InfinityWaltz’s Column of Curiosities – May’s Top 3 Underrated Releases

Monthly Column – May 2020 Top 3 Curiosities

What’s your speed? From frantic action to contemplative post-apocalyptic journeys, there’s an underrated Steam game for you!

Karma Knight

by UltramarineSoft

Karma Knight game animated GIF

Extra difficult, fast-paced side-scrolling games in the Ninja Gaiden vein aren’t necessarily my thing – no matter how graceful the jumping action, it’s hard to nail that balance between fun and frustrating – but Karma Knight nails it.

It helps that it’s a clear homage to my personal favorite classic of the genre – 1989’s Strider – but this one does everything right. The combat feels smooth and looks graceful. Even before you master the variety of combo attacks and spells, just mashing the attack button and jumping around makes you feel like a ninja.

Karma Knight game screenshot, fight scene

And although the jumping sequences, laden with spikes and disappearing platforms, are brutal, judiciously placed save points and quick post-death recoveries give you the chance to keep trying without a lot of misery between attempts. When you do manage that series of wall-jumps without crashing into a single spike, it’s glorious!

The action alone sells this, but a setting combining space opera with Korean folklore is compelling as well. Unusual beings, like floating multi-headed spirits and blade-footed dancers, give Karma Knight a distinctive character that’s a far cry from the usual dragons, wizards and elves.

Hexterminate

by Wings of Steel

Hexterminate game screenshot, space battle

Moving at the opposite pace, Hexterminate is an action game that’s so slow and cumbersome, it almost feels like an RTS. I mean that in a good way, though! This is a game about giant spaceships blowing each other up and crashing into each other in slow motion, so it’s natural that they maneuver more like cruise ships and less like sports cars.

Developer Wings of Steel has boiled down all of the cool stuff about grand space wars – from fleets of giant ships lobbing missiles and torpedoes at one another to the strategy of choosing which solar systems to invade – into a simple format that’s easy to grasp.

Even the between-battle ship upgrades are simplified, relying on a modular hex-based construction scheme that still offers plenty of creative freedom to customize your flagship.

Fun stuff, and it captures the sort of slow-motion chaos that I imagine a real-life fight between giant spaceships might look like.

Moonfall

by Zak Amana

Moonfall game screenshot

Set in a post-apocalypse that emphasizes melancholy over violence, Moonfall pits its lonely band of travelers not against mutants or cannibals but against the very landscape itself: fiery windstorms, bone-chilling blizzards and ankle-twisting crevasses.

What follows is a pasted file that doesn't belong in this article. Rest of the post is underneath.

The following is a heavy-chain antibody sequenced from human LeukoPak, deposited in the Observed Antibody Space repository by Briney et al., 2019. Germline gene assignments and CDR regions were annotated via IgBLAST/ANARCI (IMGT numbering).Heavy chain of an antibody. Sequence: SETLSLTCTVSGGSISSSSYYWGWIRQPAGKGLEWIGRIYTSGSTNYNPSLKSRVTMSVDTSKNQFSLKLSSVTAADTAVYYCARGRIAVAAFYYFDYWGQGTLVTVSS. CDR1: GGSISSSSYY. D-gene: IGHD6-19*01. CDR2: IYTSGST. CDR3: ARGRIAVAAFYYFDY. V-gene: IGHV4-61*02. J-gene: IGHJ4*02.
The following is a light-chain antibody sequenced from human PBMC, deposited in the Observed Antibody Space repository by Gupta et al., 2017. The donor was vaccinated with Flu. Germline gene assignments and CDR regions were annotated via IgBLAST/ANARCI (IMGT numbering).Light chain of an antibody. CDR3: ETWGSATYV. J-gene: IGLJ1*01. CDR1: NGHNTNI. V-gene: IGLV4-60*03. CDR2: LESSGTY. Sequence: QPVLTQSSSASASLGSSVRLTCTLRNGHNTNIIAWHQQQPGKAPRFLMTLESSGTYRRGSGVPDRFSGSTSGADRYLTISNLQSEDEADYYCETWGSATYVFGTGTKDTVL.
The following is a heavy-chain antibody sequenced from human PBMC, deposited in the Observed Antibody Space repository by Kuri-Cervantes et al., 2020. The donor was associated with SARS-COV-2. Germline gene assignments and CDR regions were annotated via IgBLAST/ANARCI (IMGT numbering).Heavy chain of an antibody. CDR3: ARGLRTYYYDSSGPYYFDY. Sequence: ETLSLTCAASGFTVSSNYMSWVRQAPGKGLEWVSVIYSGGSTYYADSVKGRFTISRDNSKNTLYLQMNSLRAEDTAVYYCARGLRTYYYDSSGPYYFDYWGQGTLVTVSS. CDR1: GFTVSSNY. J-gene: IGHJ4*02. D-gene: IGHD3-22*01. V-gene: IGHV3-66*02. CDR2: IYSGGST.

Though its turn-based isometric playing field is reminiscent of the battles in The Banner Saga, Moonfall strips everything down to a game of positioning. Each turn moves the group forward, so success becomes a matter of putting the right people in the right place at the right time in order to avoid hazards and gather supplies for the crafting system.

It’s a simple but compelling design approach that works well with the game’s themes of hopeful travelers in a dying world. Think Pyre but stripped down (and without the weird rugby game).

Free Games

Gaming on a budget? Check out these free games that came out last month. Come to think of it, these are more than worth your attention even if you’re not on a budget!

Eira: Echoes of Adventure

by No Scope Studios

Eitra: Echoes of Adventure game screenshot

Eira: Echoes of Adventure takes the suck-and-blow mechanic of Slime Rancher and applies it to first-person puzzle-solving. As a steampunk treasure-hunter searching for your grandfather on a frozen alien planet, you’ll use your GalactiVac to build ice ramps and bridges, repair ladders and knock stalagmites out of your path.

The piano-driven score and a whimsical approach to environments that focuses more on snow’s shimmer than its ability to cause hypothermia keeps things on the fairly relaxing side, even if building giant ice bridges can occasionally be a bit of a chore.

Red Planet Farming

by Nina Demirjian, Sean Park, Sean Porio

Red Planet Farming game screenshot

Created by a team of recent graduates from the NYU Game Center, Red Planet Farming is a casual turn-based terraforming sim.

Between the pleasant sound effects, electronic ambient score and disarmingly simple approach to the complex task of keeping Martian colonists in arugula and potatoes, this one definitely falls on the mellower side, despite having to deal with dangers like dust storms and cold snaps wiping out your lettuce crops.

An engaging yet relaxing simulation. I just wish this one was available on Android so that I could play it in bed.